Moving past the mirror image

by Rebecca Szkutak / Beacon Staff • February 10, 2016

After gazing over the diner’s menu, I made my decision and set the glossy list of burgers and  breakfast specials aside. The waiter came over and asked what my friend and I were going to order, and my companion said she wanted a big fluffy waffle loaded with butter and syrup. This stood in stark contrast to my order—a salad—which, admittedly, I had been craving all day. 

“Why are you ordering a salad? You’re already skinny enough,” my friend said.

I tried to explain that weight should not be a factor in whether or not someone chooses to eats something, and I shouldn’t feel bad for striving to eat food I view as good for both my body and mind just because I’m already thin. It was as though being skinny provided a “get out of jail free” ticket to eat poorly. 

But considering our society’s ideals, diet offenders can’t be blamed for their habits. Our culture doesn’t put an emphasis on learning how to eat mindfully—especially if you are already a thin person—and it’s not considered important enough to be taught to kids at a young age. Most public schools, including my own in Georgetown, Massachusetts, did slim to nothing to explain the importance of eating healthy, which has benefits beyond conforming to traditional ideas of looks. It got to the point where there was a near riot when they switched over to whole grain buns in the cafeteria. 

This is the problem—society as a whole is a too focused on people’s size, as opposed to the actual condition of their insides. A heart can still be healthy inside a body regardless of its appearance. 

The ads shown on television don’t help. They do not promote eating better for the sake of healthy eating; they’re about eating solely for weight loss and cutting down. To a certain extent, this is an understandable marketing move. Places like McDonald’s advertise their Happy Meals as nourishing because they have low-fat milk and could have apple slices, but in reality, there have been multiple studies of people leaving the restaurant’s food out for years without it molding. The company’s apparent strides for healthier options are mainly a smokescreen. In the face of this, we should support new entrepreneurs in creating companies that combine well-balanced products with good messaging.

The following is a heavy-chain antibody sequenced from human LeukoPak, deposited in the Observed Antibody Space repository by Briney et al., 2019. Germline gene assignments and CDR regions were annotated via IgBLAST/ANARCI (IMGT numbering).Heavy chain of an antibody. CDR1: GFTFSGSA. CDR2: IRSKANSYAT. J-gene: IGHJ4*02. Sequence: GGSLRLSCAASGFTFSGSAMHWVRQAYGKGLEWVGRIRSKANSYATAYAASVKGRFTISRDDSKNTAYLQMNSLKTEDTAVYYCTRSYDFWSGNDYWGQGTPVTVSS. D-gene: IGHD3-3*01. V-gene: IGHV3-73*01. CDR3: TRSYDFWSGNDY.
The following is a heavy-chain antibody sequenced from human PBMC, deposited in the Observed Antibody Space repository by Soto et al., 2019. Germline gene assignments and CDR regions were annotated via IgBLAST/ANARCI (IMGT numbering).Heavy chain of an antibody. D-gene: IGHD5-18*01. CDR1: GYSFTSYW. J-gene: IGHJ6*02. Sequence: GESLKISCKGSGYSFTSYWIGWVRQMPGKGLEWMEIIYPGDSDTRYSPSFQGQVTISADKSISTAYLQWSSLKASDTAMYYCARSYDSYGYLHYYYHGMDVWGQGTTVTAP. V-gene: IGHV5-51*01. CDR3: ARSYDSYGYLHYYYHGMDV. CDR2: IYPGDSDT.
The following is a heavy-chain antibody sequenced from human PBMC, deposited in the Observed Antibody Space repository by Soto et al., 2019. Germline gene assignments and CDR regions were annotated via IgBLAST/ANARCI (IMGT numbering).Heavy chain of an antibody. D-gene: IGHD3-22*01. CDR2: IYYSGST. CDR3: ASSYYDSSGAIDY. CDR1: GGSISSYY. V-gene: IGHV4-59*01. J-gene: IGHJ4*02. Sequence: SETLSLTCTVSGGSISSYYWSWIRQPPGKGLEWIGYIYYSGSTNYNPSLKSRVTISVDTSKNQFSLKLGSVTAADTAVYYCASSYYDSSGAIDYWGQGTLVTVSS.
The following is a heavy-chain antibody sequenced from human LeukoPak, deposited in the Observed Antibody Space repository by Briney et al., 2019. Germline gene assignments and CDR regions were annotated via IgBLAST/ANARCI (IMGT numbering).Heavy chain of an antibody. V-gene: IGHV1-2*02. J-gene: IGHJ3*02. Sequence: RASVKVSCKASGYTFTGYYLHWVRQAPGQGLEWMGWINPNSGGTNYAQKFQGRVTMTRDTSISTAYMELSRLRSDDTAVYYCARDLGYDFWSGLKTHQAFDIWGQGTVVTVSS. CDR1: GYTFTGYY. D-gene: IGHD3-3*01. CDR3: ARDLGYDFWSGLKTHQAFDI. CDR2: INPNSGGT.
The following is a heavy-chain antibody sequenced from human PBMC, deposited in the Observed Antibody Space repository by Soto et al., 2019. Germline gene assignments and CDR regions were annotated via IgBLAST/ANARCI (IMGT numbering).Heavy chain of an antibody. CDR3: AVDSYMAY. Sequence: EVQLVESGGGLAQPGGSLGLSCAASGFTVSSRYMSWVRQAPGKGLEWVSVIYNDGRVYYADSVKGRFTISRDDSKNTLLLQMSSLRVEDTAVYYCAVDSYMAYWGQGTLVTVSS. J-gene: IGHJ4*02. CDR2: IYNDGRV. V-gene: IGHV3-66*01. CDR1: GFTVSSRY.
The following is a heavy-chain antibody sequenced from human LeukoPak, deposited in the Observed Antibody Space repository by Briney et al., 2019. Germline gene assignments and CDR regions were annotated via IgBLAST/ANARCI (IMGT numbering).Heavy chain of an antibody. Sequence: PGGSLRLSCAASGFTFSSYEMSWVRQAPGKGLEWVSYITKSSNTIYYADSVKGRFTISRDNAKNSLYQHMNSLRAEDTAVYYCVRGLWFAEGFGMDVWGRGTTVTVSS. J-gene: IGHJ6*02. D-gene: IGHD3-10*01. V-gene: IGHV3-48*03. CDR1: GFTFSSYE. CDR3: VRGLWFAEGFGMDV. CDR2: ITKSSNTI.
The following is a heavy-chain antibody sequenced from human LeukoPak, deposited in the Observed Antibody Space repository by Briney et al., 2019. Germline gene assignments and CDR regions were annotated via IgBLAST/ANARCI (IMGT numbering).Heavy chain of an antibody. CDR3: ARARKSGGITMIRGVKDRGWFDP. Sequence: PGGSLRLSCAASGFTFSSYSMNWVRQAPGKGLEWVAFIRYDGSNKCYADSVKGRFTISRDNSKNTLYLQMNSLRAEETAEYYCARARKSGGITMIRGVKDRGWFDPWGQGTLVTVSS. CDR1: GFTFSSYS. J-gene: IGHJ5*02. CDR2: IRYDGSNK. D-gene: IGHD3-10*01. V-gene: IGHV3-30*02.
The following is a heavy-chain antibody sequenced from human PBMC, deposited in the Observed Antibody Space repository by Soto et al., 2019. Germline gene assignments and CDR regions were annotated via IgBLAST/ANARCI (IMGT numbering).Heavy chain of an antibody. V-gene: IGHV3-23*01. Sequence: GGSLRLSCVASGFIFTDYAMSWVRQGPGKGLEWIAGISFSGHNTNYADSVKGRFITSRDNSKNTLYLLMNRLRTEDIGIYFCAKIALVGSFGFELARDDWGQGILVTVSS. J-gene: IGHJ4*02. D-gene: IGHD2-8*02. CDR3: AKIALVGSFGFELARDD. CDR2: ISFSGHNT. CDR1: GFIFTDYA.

According to a 2013 poll by Healthways, a health-improvement company, 63 percent of American adults reported that they eat well, yet the Centers for Disease Control and Prevention (CDC) said that nearly 70 percent of adults are overweight. These numbers show that proper eating does not always correlate to a slimmer body, because these same Americans who think they’re eating healthfully wind up having a dangerous body mass index, a measure of body fat combining both height and weight. It is possible to be a petite person who has a high BMI, due to a poor diet and lack of exercise. Right now, our news and television portray body types in black and white—overweight is seen as unhealthy and thin is seen as the picture of good condition. 

This misconception is found all over pop culture. Many people are concerned about how skinny supermodels are, but not all of them are living off of smoothies and ingesting cotton balls. Victoria’s Secret model, Jourdan Dunn, said she eats whatever she wants, and has even been known to show up to fashion shows with KFC in tow.  

The CDC said that eating a well balanced diet can help prevent chronic diseases such as diabetes, obesity and heart disease. It was also mentioned that a poor diet can cause a weakened immune system, allowing people to catch common illnesses more often. 

Even our grocery stores are set up to mislead people. Although all of the whole foods are found in the perimeter of the store, all of the sales are found in the middle aisles with all of the unnecessary processed foods. At this age, many of us are probably used to eating the same sugary cereals that have danced across advertisements for years, that are conveniently merchandised at your eye level. Unfortunately, this is the food made most affordable, or at least most obviously affordable, to low-income consumers. Without information and subsidization, these groups are at a disadvantage.

America has a food problem. As the percentage of overweight people rises every year, I haven’t see any difference in advertisements, product placement or even education. The responsibility for this rests on all of our shoulders and recognition of that is the first step toward change. As we educate ourselves on nutrition and body misconceptions, we become more conscious consumers and citizens.